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National Dairy Products Corp. v. Hoffman

Decided: July 1, 1963.


For modification -- Chief Justice Weintraub, and Justices Jacobs, Francis, Proctor, Schettino and Haneman. For reversal -- Justice Hall. The opinion of the court was delivered by Francis, J. Hall, J. (dissenting).


Appellant National Dairy Products Corporation, a licensed New Jersey milk dealer, was found guilty by respondent Floyd R. Hoffman, Director of the Office of Milk Industry, of selling milk to Penn Fruit Company, Inc., a Pennsylvania corporation, in violation of certain regulations establishing dealer-store minimum prices. The penalty imposed was revocation of the dealer's license and an order to sell its milk business and interests in this State, unless within 90 days of the order National Dairy agreed to cease selling milk to Penn Fruit at less than the fixed dealer-store prices, and pay a penalty of $25,000 to the Office of Milk Industry. National Dairy's appeal from the order was certified by this court on its own motion before arguments were heard in the Appellate Division. We continued the stay of the Director's order granted by the Appellate Division.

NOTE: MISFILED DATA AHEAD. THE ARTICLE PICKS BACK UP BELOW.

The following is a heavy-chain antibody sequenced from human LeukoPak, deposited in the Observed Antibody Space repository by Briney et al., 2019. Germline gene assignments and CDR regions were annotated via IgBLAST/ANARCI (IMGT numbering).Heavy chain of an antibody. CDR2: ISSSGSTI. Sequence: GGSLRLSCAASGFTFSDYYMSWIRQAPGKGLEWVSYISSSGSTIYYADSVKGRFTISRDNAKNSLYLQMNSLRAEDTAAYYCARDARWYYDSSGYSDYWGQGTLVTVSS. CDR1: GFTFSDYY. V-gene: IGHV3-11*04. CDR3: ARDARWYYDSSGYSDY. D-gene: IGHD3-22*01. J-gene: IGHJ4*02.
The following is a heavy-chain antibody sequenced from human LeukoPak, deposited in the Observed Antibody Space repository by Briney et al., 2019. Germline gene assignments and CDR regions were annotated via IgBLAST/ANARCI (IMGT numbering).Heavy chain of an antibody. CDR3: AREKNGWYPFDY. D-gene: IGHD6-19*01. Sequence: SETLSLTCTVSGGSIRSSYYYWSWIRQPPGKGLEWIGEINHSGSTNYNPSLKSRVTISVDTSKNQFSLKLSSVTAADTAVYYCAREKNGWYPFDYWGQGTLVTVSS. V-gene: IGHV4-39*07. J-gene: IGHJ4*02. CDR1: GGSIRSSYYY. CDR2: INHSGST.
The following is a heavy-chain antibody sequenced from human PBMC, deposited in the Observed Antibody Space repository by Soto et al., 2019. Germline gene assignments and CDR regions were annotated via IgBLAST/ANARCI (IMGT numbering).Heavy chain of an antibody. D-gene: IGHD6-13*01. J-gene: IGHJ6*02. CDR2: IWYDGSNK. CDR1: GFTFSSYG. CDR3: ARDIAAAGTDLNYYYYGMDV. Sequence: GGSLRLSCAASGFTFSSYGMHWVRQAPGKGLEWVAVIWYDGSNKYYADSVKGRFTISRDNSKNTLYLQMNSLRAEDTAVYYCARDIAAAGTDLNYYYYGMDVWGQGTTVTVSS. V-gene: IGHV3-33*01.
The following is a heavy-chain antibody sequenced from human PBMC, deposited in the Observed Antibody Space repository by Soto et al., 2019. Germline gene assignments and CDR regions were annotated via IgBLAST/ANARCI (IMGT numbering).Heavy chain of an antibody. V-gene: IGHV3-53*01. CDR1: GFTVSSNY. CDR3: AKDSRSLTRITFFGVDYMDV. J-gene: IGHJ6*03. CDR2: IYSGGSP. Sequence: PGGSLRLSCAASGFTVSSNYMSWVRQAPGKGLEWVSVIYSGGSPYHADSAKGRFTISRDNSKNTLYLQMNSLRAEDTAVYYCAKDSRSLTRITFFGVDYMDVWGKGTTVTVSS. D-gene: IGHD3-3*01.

The facts are not involved, but for purposes of perspective a short recital of them appears necessary.

National Dairy Products Corporation is a corporation of the State of Delaware, with its principal office in New York City. It is engaged in the processing, sale and distribution of dairy products in a number of states. Offices are maintained in Philadelphia, Pennsylvania, as well as plants in Philadelphia and Chambersburg, Pennsylvania, Washington, D.C. and Camden, New Jersey. The record indicates that for purposes of economy and centralized distribution, National's dairy products, after being processed at its plants elsewhere, are transported to the Camden, New Jersey plant

at which they are either picked up at the platform by the customers or delivered to them by National's trucking facilities. For example, milk in glass gallon jugs is bottled at the company's 47th Street, Philadelphia location, cream buttermilk is processed at its Tabor Avenue, Philadelphia place, cottage cheese at Chambersburg, and sour cream at Washington, D.C. These products are then assembled at Camden for sale or distribution, or both. Some processing of milk, although not in glass gallon containers, is engaged in also at Camden.

National is licensed as a milk dealer in New Jersey under N.J.S.A. 4:12A-1. Such a dealer is defined in the act as:

"Any person who sells or distributes milk, including on consignment or for the account of a producer, or who purchases milk from producers or other milk dealers, as herein defined, and who, in addition thereto, pasteurizes in his own plant or bottles in his own plant for sale in this State to consumers or stores or other milk dealers or processors, as herein defined, except for consumption on the premises of the producers. * * *"